Catherine Johnson said...

Thanks!

Catherine Johnson said...

I dropped an update into the original post, fyi Anonymous said...

I think it's a way of being true (rigorous) without scaring away people who don't know about imaginary numbers.

Dolciani can't bear to teach anyone that the "nth root" function is the inverse of the "nth power" function, so she just asserts the nth root of b (if it exists in the real numbers) is AN answer because it satisfies the equation (x^n = b).

This way, she doesn't have to get involved in complex trig, or have to explain multiple roots; just stick with whole number powers and roots and mind those even and odd powers.

--rocky

Catherine Johnson said...

Saxon Math teaches imaginary numbers in Algebra 2.

Catherine Johnson said...

do you understand dolciani's first statement?I do -- that's what threw me for a loop.

As I was saying, this happens pretty often for me, trying to teach myself using Dolciani.

I'll understand something - or be completely familiar with it & able to use it - and then she'll add a "because x,y,z" phrase & I'll have no idea what she's talking about.

I've had a problem following her proofs, too.

I need proofs in which EVERY SINGLE STEP is spelled out, not assumed.

I'm starting to be able to understand that certain steps will always be omitted ---

LSquared32 said...

Good thinking to recognize that even and odd n's are different. There's another subtlety here though. I think you understand the case where n is odd, so I'm going to do an explanation of what happens when n is even.

Not: I'm using b^1/n for the nth root of b because I'm not as spiffy with my HTML as you are.

I also want to clear up a definition thing, right at the start, and that is, if you are working with real numbers only (probably that's the case with what you are working on now), then b^1/n does not mean all of the n-th roots, it means the principal n-th root, which, if n is even and b is positive is the positive nth root.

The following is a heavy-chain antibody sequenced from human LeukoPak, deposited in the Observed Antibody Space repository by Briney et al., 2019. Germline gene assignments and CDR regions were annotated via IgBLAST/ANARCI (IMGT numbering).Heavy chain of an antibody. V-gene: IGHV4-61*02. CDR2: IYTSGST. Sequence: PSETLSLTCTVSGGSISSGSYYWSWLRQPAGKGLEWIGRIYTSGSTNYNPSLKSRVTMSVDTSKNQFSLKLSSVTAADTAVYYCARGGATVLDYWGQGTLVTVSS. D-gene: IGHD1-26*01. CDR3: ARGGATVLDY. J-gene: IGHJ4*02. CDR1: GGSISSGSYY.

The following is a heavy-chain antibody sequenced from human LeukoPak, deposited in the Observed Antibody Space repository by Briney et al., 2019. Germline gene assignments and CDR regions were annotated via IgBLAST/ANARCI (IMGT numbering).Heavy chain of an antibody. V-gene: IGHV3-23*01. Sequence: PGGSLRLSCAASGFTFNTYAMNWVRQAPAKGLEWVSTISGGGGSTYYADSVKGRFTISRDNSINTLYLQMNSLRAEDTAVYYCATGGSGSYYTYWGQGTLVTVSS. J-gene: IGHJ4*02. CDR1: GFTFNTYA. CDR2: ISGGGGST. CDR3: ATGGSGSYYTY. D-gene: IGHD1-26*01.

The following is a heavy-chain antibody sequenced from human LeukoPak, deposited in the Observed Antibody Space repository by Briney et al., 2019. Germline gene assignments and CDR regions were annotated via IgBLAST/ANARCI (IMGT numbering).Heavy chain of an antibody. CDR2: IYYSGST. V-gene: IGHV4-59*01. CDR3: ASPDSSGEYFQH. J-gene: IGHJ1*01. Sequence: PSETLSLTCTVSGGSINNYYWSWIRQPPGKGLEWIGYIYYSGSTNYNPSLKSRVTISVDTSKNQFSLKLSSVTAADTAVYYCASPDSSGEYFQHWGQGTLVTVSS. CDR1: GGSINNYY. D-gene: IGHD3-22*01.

One thing that might be confusing you is that in the related expression (b^n)^1/n, then if b is negative, (b^n) is positive, and so it has a positive nth root, and, in the usual case (where you are working only with real numbers) (b^n)^1/n = |b| because b^1/n is defined to be the positive nth root (so, if b is positive, then it equals b, and if b is negative, you get the positive instead of the negative).

But! That isn't the statement. You have here (b^1/n)^n. If you are working with real numbers only, then if b is negative (n even), then b^1/n doesn't exist, and so the whole equation goes poof (you couldn't have a b^1/n, so you can't write the equation, and this is a case that doesn't count because it doesn't exist). If b is positive, then b^1/n is still defined to be the positive square root, and (b^1/n)^n=b

Now, my explanation above is only the right explanation if you are working only with real numbers. If you are allowing complex numbers (so you can have a sqrt(-1)), then the explanation changes: now, b^1/n is not the principal (positive) n-th root, it is (depending on how you define it) either a randomly chosen one of the n complex n-th roots, or it is the set of all n of the complex n-th roots. However, if you pick any of the n complex n-th roots, and you do (b^1/n)^n=(randomly chosen n-th root of b)^n=b. So the n-th power of an n-th root is always b, no matter which n-th root it was.

Catherine Johnson said...

if you are working with real numbers only (probably that's the case with what you are working on now), then b^1/n does not mean all of the n-th roots, it means the principal n-th root, which, if n is even and b is positive is the positive nth root.right - and that's another source of confusion for me, working on my own with Dolciani. She explains the principle square root but then says that for certain square roots you need to specify absolute value.

I'm not following whn I need to include thee absolute value notation & when I don't.